One also thinks of the island and trapped characters in Shakespeare’s THE TEMPEST, with Mario as a delusional Prospero. And THE TEMPEST has frequently been alluded to as a tragicomedy, a masque and an example of commedia dell-arte, all of which might apply to LA CASA…. .  And if THE TEMPEST can be interpreted as illustrating the death of the rational mind and the death of the author, then so can Franco’s film, which might also be seen as ushering in his 1980s attempts at serious dramas, with complex characters involved in tragic scenarios (cf BAHIA BLANCA). The names Desdemona, Dulcinea also reference Shakespeare and toward the end Mario says to his daughter, “Get thee to a nunnery, Ophelia!” quoting HAMLET, a play about a character who must act the part of a madman to expose the truth.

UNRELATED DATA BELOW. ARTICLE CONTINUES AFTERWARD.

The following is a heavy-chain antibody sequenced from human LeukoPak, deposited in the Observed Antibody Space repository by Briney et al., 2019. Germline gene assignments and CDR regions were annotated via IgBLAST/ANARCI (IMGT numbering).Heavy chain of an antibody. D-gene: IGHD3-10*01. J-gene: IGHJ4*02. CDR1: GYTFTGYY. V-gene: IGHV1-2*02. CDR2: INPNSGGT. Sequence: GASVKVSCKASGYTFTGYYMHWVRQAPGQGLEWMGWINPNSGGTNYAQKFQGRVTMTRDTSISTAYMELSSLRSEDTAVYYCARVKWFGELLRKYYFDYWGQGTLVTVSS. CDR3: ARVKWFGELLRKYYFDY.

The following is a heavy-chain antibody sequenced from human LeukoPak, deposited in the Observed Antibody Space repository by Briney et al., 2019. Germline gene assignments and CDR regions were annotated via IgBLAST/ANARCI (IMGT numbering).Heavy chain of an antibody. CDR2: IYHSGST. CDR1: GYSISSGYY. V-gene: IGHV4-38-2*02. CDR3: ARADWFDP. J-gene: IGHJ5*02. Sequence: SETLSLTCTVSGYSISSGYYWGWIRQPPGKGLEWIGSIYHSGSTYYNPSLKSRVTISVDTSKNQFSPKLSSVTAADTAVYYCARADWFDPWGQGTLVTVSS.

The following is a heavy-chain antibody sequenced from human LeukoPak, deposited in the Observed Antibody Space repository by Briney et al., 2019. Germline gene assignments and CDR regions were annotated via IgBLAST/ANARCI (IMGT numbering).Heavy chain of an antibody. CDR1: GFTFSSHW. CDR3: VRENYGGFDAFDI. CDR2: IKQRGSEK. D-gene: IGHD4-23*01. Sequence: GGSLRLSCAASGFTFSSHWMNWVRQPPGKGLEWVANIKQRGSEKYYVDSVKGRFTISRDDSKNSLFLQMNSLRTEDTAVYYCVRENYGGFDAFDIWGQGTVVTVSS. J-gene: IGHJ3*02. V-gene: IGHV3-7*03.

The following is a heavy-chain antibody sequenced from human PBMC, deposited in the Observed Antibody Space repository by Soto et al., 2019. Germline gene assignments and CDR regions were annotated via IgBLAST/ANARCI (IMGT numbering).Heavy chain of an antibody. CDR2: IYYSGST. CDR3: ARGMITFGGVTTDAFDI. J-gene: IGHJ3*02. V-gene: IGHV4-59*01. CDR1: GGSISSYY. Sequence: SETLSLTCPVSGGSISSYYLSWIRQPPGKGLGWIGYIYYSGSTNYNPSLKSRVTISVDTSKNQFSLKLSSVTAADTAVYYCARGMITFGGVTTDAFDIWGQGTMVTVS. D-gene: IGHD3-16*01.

Mario is gradually exposed as a mentally ill fraud, a pathological lair as Duclinea calls him. He speaks of his past as a prominent actor in Argentina who was run out of the country on moral grounds, but all his talk may be just that. He seems to live a free-floating fantasy realm of his own creation, a made-up past words become a protective shell against the rude intrusions of outside reality. His memory is also failing and he often gets the details of cities, theaters, actors and countries mixed up.